“Surgery is the new sex,” says Timlin, played by Kristen Stewart. Timlin wants the protagonist, but she is not very interested in outdated intimacy, it is perceived as a handshake or a massage.
Operating a person turns into the highest, most complete form of intimacy. In one of the scenes, a woman gets an orgasm from the fact that she sawed a bone in her leg. In the other, the heroine puts her lips to the cut body of a man.
You can show trust in another person in a simple way: give him a scalpel and lie down on the operating table.
Cronenberg does not explain what happened to “old sex “. Probably, people’s obsession with the body has reached a level where ordinary touches are not enough. For this reason, the characters happily wield the scalpel as a more intimate item.
Not quite the future
In the modern world, people do not have new organs, but artists have long been thinking about corporality and conducting experiments with the body. The Prague feminist performances took place more than 50 years ago, and Marina Abramović held her most noisy actions in the 70s and 80s.
During the performance “Death to Yourself”, Abramovich and her partner Ulay connected their mouths with a special device and inhaled each other’s exhalations until the oxygen ran out. 17 minutes after the start of the action, both fell to the floor unconscious with lungs filled with carbon dioxide. As part of the Rhythm 0 performance, Abramovich allowed the audience to do whatever they wanted with her using 72 prepared items, including a knife and a gun. The longer the action lasted, the more violent its participants became. It all ended with a gun in the hands of one of the spectators.
The heroes of “Crime of the Future” in their desire to know someone else’s body also reach the most radical option, but this is not a question of the future. Essentially, Cronenberg takes the contemporary relationship of art to the body, but adds new bodily manifestations to the equation.
The only thing that really speaks of the future is fancy technology . Interestingly, they are all connected in one way or another with the body. It turns out that the concentration on it has reached such a level that other spheres of life have receded into the background, nothing needs to be created for them.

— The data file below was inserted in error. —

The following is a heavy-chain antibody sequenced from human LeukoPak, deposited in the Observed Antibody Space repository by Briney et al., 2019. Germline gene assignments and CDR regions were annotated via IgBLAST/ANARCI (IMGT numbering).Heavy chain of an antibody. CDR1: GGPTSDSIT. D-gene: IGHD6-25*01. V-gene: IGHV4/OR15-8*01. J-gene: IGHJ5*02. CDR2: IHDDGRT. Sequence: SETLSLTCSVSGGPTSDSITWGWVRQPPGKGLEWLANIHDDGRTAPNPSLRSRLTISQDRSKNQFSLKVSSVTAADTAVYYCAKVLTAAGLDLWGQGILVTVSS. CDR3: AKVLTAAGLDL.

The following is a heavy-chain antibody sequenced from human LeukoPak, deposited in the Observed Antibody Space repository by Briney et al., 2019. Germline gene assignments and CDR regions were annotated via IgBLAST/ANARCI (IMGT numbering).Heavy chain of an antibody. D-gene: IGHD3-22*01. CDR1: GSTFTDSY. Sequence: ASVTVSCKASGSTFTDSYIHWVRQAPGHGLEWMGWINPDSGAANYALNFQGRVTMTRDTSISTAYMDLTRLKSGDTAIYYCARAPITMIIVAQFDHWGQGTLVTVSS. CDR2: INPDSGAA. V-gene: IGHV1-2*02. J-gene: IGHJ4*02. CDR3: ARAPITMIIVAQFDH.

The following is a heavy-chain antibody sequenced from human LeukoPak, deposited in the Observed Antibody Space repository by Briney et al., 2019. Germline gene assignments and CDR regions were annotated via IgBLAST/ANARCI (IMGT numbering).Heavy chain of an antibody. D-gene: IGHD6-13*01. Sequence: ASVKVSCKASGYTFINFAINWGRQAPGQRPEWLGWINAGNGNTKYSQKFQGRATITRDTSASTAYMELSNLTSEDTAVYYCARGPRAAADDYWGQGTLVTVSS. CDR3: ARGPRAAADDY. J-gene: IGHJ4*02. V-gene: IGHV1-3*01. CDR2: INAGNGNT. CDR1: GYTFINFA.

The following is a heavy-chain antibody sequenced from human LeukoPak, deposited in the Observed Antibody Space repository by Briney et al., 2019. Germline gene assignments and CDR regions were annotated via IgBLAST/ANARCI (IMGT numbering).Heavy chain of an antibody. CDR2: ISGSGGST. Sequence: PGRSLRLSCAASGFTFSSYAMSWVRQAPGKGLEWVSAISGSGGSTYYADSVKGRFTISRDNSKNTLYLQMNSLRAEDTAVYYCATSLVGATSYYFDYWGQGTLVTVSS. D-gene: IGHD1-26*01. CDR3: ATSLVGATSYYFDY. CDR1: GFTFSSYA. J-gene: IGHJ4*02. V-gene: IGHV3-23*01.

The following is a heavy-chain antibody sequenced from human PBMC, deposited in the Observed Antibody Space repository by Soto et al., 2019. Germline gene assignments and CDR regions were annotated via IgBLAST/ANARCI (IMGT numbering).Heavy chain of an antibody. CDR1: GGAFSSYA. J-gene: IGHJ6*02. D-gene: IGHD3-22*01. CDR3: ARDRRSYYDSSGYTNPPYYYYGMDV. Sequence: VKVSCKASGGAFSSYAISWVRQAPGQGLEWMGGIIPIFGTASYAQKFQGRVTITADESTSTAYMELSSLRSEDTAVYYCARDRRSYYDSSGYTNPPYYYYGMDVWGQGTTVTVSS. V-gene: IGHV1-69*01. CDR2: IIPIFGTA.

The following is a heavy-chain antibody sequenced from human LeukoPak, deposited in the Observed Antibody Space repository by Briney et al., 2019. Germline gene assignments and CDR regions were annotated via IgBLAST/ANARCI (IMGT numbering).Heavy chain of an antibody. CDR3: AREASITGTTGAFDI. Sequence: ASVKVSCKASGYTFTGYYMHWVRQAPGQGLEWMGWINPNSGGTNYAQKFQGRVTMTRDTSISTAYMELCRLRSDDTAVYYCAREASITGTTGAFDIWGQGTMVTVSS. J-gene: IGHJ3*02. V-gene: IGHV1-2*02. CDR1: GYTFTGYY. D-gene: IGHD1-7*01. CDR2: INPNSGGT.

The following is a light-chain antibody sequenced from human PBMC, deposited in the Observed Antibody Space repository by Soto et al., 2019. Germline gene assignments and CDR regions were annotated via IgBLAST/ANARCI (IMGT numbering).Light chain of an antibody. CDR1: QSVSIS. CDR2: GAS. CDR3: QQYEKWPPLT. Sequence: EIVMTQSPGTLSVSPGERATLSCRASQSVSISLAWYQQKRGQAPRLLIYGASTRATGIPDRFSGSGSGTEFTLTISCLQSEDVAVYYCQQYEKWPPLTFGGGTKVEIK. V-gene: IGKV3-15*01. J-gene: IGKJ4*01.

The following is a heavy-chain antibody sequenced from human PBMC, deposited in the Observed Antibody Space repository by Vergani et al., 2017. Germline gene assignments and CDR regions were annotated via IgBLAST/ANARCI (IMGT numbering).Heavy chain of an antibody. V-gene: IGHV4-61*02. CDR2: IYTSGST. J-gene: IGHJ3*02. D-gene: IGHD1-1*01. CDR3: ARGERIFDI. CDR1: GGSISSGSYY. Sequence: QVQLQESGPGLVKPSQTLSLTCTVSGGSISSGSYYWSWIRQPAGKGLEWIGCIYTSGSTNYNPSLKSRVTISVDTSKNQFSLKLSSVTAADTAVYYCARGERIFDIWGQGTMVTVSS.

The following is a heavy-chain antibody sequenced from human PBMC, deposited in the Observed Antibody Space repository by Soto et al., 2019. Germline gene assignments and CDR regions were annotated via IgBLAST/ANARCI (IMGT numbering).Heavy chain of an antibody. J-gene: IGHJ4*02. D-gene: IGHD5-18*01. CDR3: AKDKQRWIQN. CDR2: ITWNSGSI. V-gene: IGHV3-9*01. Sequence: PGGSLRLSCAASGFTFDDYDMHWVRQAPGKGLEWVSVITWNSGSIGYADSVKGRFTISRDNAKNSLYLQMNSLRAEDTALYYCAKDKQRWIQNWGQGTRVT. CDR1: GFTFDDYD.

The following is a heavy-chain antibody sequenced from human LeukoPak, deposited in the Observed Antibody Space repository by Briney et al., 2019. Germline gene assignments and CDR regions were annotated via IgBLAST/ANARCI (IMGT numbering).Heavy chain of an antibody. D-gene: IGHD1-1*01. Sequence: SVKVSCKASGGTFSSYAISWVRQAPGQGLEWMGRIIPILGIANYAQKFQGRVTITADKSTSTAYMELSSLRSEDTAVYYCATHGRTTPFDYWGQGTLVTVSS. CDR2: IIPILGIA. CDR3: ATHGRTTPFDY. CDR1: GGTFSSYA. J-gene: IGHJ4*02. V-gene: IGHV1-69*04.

Genius magician Cronenberg
Friedrich Schiller came up with the concept of Entzauberung der Welt, that is, “disenchantment of the world”, according to which science and secularization remove mysticism and mythologemes from the world, making it simple, to some extent boring. Cronenberg battles this boredom throughout his career by making his paintings more complex.
The director is a real magician, a shaman who knows about the existence of the periodic table, but deliberately does not look into it.
As with many Cronenberg films, Crimes of the Future sometimes deals with scientific issues. And the beauty of the director is that he perfectly feels the line between mystery and explanation. He is ready to talk about physics or biology, but in passing, so as not to destroy the magic. Something strange happens: scientists put forward a couple of guesses, but on this they are always eliminated from the plot.
“Crimes of the Future” will not appeal to those who want to look at the amazing plot twists. Cronenberg refuses a full-fledged narrative, in which there is a beginning and an end. He is more interested in the images and motivations of people. You can replace the end of a movie with its middle, the middle with its beginning, and nothing will change dramatically.
You should not watch this tape if you are afraid of human organs and cut bodies – they appear in the frame too often.
But Crimes of the Future will appeal to Cronenberg fans – it is probably his best film in the last 20 years. Fans of the body horror genre will also be delighted.